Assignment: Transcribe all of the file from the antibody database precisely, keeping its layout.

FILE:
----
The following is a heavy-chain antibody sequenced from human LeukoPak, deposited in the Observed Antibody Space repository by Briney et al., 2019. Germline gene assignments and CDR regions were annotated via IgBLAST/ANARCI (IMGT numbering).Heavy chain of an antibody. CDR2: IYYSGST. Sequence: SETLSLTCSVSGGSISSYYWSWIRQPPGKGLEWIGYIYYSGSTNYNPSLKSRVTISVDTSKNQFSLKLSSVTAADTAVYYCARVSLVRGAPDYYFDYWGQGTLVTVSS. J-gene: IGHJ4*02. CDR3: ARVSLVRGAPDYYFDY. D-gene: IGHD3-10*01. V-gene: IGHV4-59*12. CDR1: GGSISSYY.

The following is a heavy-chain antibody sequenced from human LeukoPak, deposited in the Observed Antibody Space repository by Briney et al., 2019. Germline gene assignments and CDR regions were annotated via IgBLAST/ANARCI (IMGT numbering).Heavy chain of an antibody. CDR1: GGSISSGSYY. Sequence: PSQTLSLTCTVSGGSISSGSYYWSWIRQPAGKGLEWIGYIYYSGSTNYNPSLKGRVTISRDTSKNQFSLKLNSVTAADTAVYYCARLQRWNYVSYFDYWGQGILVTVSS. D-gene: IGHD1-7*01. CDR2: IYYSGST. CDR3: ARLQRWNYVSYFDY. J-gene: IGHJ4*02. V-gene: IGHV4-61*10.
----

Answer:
The following is a heavy-chain antibody sequenced from human LeukoPak, deposited in the Observed Antibody Space repository by Briney et al., 2019. Germline gene assignments and CDR regions were annotated via IgBLAST/ANARCI (IMGT numbering).Heavy chain of an antibody. CDR2: IYYSGST. Sequence: SETLSLTCSVSGGSISSYYWSWIRQPPGKGLEWIGYIYYSGSTNYNPSLKSRVTISVDTSKNQFSLKLSSVTAADTAVYYCARVSLVRGAPDYYFDYWGQGTLVTVSS. J-gene: IGHJ4*02. CDR3: ARVSLVRGAPDYYFDY. D-gene: IGHD3-10*01. V-gene: IGHV4-59*12. CDR1: GGSISSYY.

The following is a heavy-chain antibody sequenced from human LeukoPak, deposited in the Observed Antibody Space repository by Briney et al., 2019. Germline gene assignments and CDR regions were annotated via IgBLAST/ANARCI (IMGT numbering).Heavy chain of an antibody. CDR1: GGSISSGSYY. Sequence: PSQTLSLTCTVSGGSISSGSYYWSWIRQPAGKGLEWIGYIYYSGSTNYNPSLKGRVTISRDTSKNQFSLKLNSVTAADTAVYYCARLQRWNYVSYFDYWGQGILVTVSS. D-gene: IGHD1-7*01. CDR2: IYYSGST. CDR3: ARLQRWNYVSYFDY. J-gene: IGHJ4*02. V-gene: IGHV4-61*10.